E Venne in Furore Painting by Rosemary Salkin Sbiroli

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Art Description

Painting: Acrylic, Ink, Paper on Canvas.

This artwork has been finalized for a group exhibition part of the celebrations for the 500 years from the first release of the Orlando Furioso (Raging Roland).

The Italian poet Ludovico Ariosto’s epic Orlando Furioso first appeared in print exactly 500 years ago. Taking inspiration from the French Chanson de Roland, Ariosto recounted the fantastic adventures of one of Charlemagne’s knights, Roland (Orlando) and his associates.

I’d like to give you some more insights on the meaning of this work.

The verses that inspired my work are the following from the 1st canto of the Orlando Furioso:
‘In the same strain of Roland will I tell
Things unattempted yet in prose or rhyme,
On whom strange madness and rank fury fell,
A man esteemed so wise in former time;’

The starting point for my work have been two elements:
The first one is the cubic structure in which is written the verse of the Orlando that inspired me. This geometric element is part of my poetic of artistic abstraction and in this specific case represents the ‘being wise’: the mind of Orlando before the fury.
This element seems tridimensional but in reality is flat, gray with no shadows or highlights (this sensation is increased by the text that lays bidimensionally on the cubic structure). My attempt is to represent the mind of a person that, even if has developed his own personality (the geometric structure is original, it isn’t just a cube), is gray (and that’s the reason for the color that I’ve chosen for the background) / ‘wise’ without deepness almost transparent (you can see only the structure, is a ‘see through’ element).
This representation is because to me Orlando is just waiting for an excuse to go mad. Is clearly so involved in himself, on the image that he has of himself that when he inevitably crashes against the reality that he tried to avoid as long as possible he can’t do anything else that go mad and become furious.
‘Rage’, ‘Furious’ is a strange choice of terms…the ‘Fury’ is letting the rage go, be free from the wisdom.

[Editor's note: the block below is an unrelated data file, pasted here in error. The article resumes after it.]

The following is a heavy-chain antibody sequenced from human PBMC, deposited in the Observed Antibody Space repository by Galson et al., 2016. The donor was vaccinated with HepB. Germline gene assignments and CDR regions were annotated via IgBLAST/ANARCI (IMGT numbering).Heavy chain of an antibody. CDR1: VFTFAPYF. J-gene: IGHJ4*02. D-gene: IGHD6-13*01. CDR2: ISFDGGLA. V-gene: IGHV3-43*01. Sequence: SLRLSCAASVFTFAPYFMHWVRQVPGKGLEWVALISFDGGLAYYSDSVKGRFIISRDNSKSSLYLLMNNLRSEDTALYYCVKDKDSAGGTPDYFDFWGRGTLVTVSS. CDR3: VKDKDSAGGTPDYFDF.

Tolstoj in Anna Karenina said ‘All happy families are alike; each unhappy family is unhappy in its own way.’ I think that we can adopt the same concept to the ‘rage’ of Orlando.
All of this takes us to the second element that inspired me. This is a reproduction/reinterpretation of a sculpture by Jeff Koons (Hulk (Friends), polychromed bronze, 71.25 x 48.5 x 26 inches, 181 x 123.2 x 66 cm, © Jeff Koons, 2004-2012).
The choice of Hulk seemed a no brainer: who can better represent rage? Moreover
Superheroes, justice champions, are the modern expression of the epic poems.
It is not by chance that when Orlando goes mad rips his clothes as Hulk. Even the plots are similar: the absurdity of the madness for love is comparable to the uncontrollable rage that brings to a physical transformation.
In this choice there is more. The showing of the exaggerate masculine hubris and virility through the reproduction of a ‘swellhead’ (Hulk, as in the sculpture, is represented as an inflatable), the homage to Koons, the most kitsch of the contemporary artists, as a transposition of Ariosto’s extreme plot, their (Ariosto’s and Koons) going over the top hoping that the audience will follow them. There is as well the heaviness of Koons sculptures: they seem something but are made of other; they look light but are heavy (the unbearable heavyness of being isin’t what Orlando was feeling?).
Then we have the ‘Friends’ that are on the sculpture, small inflatable animals, placed on Hulk’s shoulders. They reminded me a bit of the ‘monkey on the back’ of junkies, a bit some creatures Hulk was protecting, a bit the antique romans gods that protected the house called: ‘Lari’… Anyhow in my work they represent a part of Orlando’s personality as well and they are melting away, there is only a drawn trace of them, lines that have lost any meaning, a vague chromatic reference that is fading, the base drawing behind them that is emerging and at the same time fading away… To let yourself go to rage/madness indents deep inside your personality and you start loosing pieces of yourself, maybe exactly the ones that see more faraway and sign your path.
Finally there is the text. As in all the proper Graphic Novels there is some text. An attempt to accentuate even more the kitsch aspect of Ariosto’s work, but even here there is more, the text is fading away, there are only scraps remaining as Orlando’s self. The viewer is called to an interpretation effort in order to understand the painting, the transformation that is taking place and that there is more to be ‘read’ in the work that what you see on the surface.


E Venne in Furore

Rosemary Salkin Sbiroli



Size: 31.5 W x 39.4 H x 3.9 in

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